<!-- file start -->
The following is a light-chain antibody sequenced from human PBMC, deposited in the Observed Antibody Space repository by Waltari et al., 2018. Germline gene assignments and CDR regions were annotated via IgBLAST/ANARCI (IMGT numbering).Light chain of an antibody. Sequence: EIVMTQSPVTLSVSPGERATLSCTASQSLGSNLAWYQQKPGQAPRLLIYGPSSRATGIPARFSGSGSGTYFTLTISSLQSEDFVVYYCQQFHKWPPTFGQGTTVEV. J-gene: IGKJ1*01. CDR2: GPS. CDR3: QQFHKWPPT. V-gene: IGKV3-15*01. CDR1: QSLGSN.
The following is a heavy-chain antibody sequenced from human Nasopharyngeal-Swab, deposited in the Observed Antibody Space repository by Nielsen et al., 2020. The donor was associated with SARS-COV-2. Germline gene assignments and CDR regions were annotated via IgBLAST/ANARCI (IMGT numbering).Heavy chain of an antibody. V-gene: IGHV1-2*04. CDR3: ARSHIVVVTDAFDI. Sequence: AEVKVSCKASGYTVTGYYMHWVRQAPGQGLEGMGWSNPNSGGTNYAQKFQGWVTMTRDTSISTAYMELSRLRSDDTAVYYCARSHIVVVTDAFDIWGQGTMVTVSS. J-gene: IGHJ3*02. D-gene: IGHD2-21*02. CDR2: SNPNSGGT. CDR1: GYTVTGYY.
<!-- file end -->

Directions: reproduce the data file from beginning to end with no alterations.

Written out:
The following is a light-chain antibody sequenced from human PBMC, deposited in the Observed Antibody Space repository by Waltari et al., 2018. Germline gene assignments and CDR regions were annotated via IgBLAST/ANARCI (IMGT numbering).Light chain of an antibody. Sequence: EIVMTQSPVTLSVSPGERATLSCTASQSLGSNLAWYQQKPGQAPRLLIYGPSSRATGIPARFSGSGSGTYFTLTISSLQSEDFVVYYCQQFHKWPPTFGQGTTVEV. J-gene: IGKJ1*01. CDR2: GPS. CDR3: QQFHKWPPT. V-gene: IGKV3-15*01. CDR1: QSLGSN.
The following is a heavy-chain antibody sequenced from human Nasopharyngeal-Swab, deposited in the Observed Antibody Space repository by Nielsen et al., 2020. The donor was associated with SARS-COV-2. Germline gene assignments and CDR regions were annotated via IgBLAST/ANARCI (IMGT numbering).Heavy chain of an antibody. V-gene: IGHV1-2*04. CDR3: ARSHIVVVTDAFDI. Sequence: AEVKVSCKASGYTVTGYYMHWVRQAPGQGLEGMGWSNPNSGGTNYAQKFQGWVTMTRDTSISTAYMELSRLRSDDTAVYYCARSHIVVVTDAFDIWGQGTMVTVSS. J-gene: IGHJ3*02. D-gene: IGHD2-21*02. CDR2: SNPNSGGT. CDR1: GYTVTGYY.